CHEYENNE, Wyo. — A new report finds that Wyoming is one of the worst states for lung cancer screenings. The state was also found to fall behind in other pertinent prevention and treatment categories.
On Tuesday, the American Lung Association released its annual “State of Lung Cancer” report. The organization states that Wyoming lags behind other states in other areas such as surgery, survival and lack of treatment.
Nick Torres, advocacy director of the American Lung Association in Wyoming, says in the report that lung cancer survival rates have improved nationwide for everyone, including people of color, due to increased awareness, improved access to healthcare and new treatment methods. For instance, in the past two years alone, the five-year lung cancer survival rate for people of color has increased by 17%.
“Lung cancer is still the leading cause of cancer deaths here in Wyoming and across the nation, and our recent report makes it clear that we have more work to do to increase lung cancer screening and surgical intervention,” Torres says.
What causes lung cancer?
Lung cancer is the leading cause of cancer deaths in the U.S., according to the Centers for Disease Control and Prevention. It is also the third most common type of cancer, behind prostate and breast cancer. The ALA cites a variety of factors that cause lung cancer, including smoking, exposure to radon gas, air pollution and exposure to secondhand smoke.
Effective ways to reduce lung cancer risk include:
- Regularly testing radon levels in homes and installing radon reduction systems
- Healthy air protections
- Reducing the smoking rate via tobacco tax increases, smoke-free air laws and access to quit smoking programs
State of lung cancer in Wyoming
In its 2023 report, the ALA compared Wyoming to other states with available data in several key categories related to lung cancer detection, treatment and survival. Here is where the Cowboy State ranked in each:
Rate of new lung cancer cases – 5 out of 48
Wyoming is measured to have 40.7 cases of lung cancer per 100,000 individuals. The national rate is 56.4 per 100,000. Utah ranked the best while Kentucky was worst.
Five-year survival rate – 34 out of 42
Wyoming’s survival rate is 23%. The nationwide rate of people who survive a lung cancer diagnosis after five years is 26.6%. Rhode Island ranked best with a 33.3% survival rate, and Oklahoma came last with 21.2%.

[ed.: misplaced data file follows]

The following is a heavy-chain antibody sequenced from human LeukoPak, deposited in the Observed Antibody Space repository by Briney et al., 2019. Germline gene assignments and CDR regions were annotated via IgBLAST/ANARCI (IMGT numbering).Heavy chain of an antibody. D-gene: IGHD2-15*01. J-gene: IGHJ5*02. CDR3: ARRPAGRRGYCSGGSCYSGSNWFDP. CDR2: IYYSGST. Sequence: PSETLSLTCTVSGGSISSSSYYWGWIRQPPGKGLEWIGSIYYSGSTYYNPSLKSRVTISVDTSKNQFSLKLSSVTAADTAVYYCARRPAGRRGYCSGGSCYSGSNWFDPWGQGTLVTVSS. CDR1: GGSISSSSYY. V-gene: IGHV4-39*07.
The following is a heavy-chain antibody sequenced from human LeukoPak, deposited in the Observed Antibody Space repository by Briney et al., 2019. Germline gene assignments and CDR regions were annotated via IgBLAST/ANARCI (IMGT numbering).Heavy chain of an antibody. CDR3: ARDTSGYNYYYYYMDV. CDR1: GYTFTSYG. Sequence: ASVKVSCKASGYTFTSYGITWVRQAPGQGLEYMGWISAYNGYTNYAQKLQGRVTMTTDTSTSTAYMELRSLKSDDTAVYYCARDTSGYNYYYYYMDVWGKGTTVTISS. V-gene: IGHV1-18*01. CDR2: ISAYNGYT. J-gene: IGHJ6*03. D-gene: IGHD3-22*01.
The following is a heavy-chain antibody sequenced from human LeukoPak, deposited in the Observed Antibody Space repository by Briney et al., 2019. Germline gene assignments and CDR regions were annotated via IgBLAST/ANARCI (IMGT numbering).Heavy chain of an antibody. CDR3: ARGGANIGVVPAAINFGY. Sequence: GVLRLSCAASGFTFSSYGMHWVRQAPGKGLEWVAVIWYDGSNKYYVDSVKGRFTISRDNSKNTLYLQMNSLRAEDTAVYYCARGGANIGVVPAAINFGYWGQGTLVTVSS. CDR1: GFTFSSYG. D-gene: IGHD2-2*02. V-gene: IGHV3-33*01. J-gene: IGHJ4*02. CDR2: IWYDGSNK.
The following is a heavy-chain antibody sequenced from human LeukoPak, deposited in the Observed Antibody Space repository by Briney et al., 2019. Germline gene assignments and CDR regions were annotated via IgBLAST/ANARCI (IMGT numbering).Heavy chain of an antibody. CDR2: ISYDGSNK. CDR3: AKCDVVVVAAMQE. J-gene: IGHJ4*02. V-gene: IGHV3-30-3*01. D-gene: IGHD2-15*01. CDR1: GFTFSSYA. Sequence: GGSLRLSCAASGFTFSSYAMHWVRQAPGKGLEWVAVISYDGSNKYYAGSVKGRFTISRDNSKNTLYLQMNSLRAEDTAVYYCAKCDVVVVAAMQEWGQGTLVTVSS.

Early diagnosis – 15 out of 47
The percentage of cases diagnosed at an early stage in Wyoming is 27.9%, which is higher than the national average of 26.6%.
Screening – 50 out of 51
Wyoming’s lung cancer screening rate for individuals at high risk of lung cancer is only at 1%. Nationwide, 4.5% of the high-risk population were screened. Massachusetts has the best rate at 11.9%, with California standing as the worst at 0.7%
Surgery – 44 out of 47
The rate of diagnosed lung cancer patients in Wyoming who receive surgery is at 15.6%. The national rate is 20.8%
Lack of treatment – 31 out of 47
The rate of untreated cases in Wyoming is 21%, which is comparable to the national rate of 20.6%
Additionally, the report ranks Wyoming 38 out of 51 – including Washington, D.C. – for adult smoking.
Key lung cancer findings in the U.S.
Over the past five years, lung cancer survival has improved nationwide. The survival rate has improved from 22% to 26.6% in that period of time.
Here’s how the state of lung cancer currently looks throughout the U.S.:
Only 26.6% of cases of lung cancer are diagnosed at an early stage. About 63% of these early-stage patients survive over the course of five years, compared to an 8% survival rate for people who are diagnosed with late-stage cancer. About 44% of cases are caught during the late stage. Overall, early-diagnosis rates have improved 9% over the past five years.
The rate of surgery to treat lung cancer has improved by 4% over the past five years.
Lack of treatment
Lack of treatment rates have improved 2% over the past five years.
Screening and prevention
The U.S. Preventive Services Task Force broadened its recommendation for lung cancer screening to include a wider age range, as well as people who formerly smoked. This increased the number of women and Black Americans considered at risk for lung cancer. Screening rates still remain low for those at high risk at only 4.5%.
To improve screening rates, the ALA advocates for members of Congress to pass HR 4286, the Increasing Access to Lung Cancer Screening Act. The bill aims to increase access to lung cancer screenings for every state while removing barriers to preventive care.
People of color diagnosed with lung cancer are less likely to be diagnosed early, receive surgical treatment and are more likely to receive no treatment compared to white Americans with lung cancer.